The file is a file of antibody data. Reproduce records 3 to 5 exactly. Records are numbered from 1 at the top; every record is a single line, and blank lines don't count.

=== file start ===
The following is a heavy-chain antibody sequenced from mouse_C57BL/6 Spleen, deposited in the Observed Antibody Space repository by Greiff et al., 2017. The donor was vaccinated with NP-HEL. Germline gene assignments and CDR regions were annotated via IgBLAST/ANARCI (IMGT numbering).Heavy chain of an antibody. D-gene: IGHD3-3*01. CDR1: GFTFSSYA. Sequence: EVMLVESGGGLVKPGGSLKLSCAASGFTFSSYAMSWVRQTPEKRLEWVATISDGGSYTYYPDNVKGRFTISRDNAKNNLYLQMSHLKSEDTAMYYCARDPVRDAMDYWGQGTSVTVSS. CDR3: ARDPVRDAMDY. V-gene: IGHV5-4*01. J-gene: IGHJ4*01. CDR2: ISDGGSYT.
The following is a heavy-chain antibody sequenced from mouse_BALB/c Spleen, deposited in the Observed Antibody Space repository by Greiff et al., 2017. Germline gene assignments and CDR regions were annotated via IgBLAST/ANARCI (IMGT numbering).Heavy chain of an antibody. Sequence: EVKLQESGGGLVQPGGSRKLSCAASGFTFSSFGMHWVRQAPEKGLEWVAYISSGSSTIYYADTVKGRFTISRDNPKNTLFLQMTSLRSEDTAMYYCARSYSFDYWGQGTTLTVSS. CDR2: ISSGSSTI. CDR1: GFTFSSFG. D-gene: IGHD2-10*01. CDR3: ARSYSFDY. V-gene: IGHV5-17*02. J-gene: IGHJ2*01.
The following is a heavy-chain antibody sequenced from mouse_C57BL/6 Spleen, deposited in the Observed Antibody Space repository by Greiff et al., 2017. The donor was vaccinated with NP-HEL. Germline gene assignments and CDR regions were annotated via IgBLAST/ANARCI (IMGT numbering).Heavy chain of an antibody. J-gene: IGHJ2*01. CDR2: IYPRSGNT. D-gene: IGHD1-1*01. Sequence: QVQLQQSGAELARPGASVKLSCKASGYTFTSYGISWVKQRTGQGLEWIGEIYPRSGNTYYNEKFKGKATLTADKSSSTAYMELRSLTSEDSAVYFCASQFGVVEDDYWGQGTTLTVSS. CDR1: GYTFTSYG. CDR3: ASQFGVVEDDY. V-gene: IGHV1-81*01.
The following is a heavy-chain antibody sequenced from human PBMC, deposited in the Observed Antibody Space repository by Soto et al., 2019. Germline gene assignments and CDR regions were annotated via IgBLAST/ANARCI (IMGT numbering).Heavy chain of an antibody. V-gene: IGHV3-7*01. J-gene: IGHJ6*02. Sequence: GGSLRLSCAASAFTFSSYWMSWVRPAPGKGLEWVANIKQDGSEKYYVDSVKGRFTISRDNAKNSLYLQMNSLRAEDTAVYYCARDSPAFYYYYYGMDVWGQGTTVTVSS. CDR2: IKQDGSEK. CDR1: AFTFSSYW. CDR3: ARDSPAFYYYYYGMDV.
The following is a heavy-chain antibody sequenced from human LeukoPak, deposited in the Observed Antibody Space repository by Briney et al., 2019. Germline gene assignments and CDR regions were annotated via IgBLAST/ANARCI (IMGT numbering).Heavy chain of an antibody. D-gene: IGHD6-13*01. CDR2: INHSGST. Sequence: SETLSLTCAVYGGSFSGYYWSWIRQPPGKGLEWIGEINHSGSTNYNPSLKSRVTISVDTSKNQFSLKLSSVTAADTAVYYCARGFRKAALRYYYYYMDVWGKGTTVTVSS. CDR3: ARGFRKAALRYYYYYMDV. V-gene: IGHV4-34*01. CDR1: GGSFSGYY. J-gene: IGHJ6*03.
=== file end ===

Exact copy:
The following is a heavy-chain antibody sequenced from mouse_C57BL/6 Spleen, deposited in the Observed Antibody Space repository by Greiff et al., 2017. The donor was vaccinated with NP-HEL. Germline gene assignments and CDR regions were annotated via IgBLAST/ANARCI (IMGT numbering).Heavy chain of an antibody. J-gene: IGHJ2*01. CDR2: IYPRSGNT. D-gene: IGHD1-1*01. Sequence: QVQLQQSGAELARPGASVKLSCKASGYTFTSYGISWVKQRTGQGLEWIGEIYPRSGNTYYNEKFKGKATLTADKSSSTAYMELRSLTSEDSAVYFCASQFGVVEDDYWGQGTTLTVSS. CDR1: GYTFTSYG. CDR3: ASQFGVVEDDY. V-gene: IGHV1-81*01.
The following is a heavy-chain antibody sequenced from human PBMC, deposited in the Observed Antibody Space repository by Soto et al., 2019. Germline gene assignments and CDR regions were annotated via IgBLAST/ANARCI (IMGT numbering).Heavy chain of an antibody. V-gene: IGHV3-7*01. J-gene: IGHJ6*02. Sequence: GGSLRLSCAASAFTFSSYWMSWVRPAPGKGLEWVANIKQDGSEKYYVDSVKGRFTISRDNAKNSLYLQMNSLRAEDTAVYYCARDSPAFYYYYYGMDVWGQGTTVTVSS. CDR2: IKQDGSEK. CDR1: AFTFSSYW. CDR3: ARDSPAFYYYYYGMDV.
The following is a heavy-chain antibody sequenced from human LeukoPak, deposited in the Observed Antibody Space repository by Briney et al., 2019. Germline gene assignments and CDR regions were annotated via IgBLAST/ANARCI (IMGT numbering).Heavy chain of an antibody. D-gene: IGHD6-13*01. CDR2: INHSGST. Sequence: SETLSLTCAVYGGSFSGYYWSWIRQPPGKGLEWIGEINHSGSTNYNPSLKSRVTISVDTSKNQFSLKLSSVTAADTAVYYCARGFRKAALRYYYYYMDVWGKGTTVTVSS. CDR3: ARGFRKAALRYYYYYMDV. V-gene: IGHV4-34*01. CDR1: GGSFSGYY. J-gene: IGHJ6*03.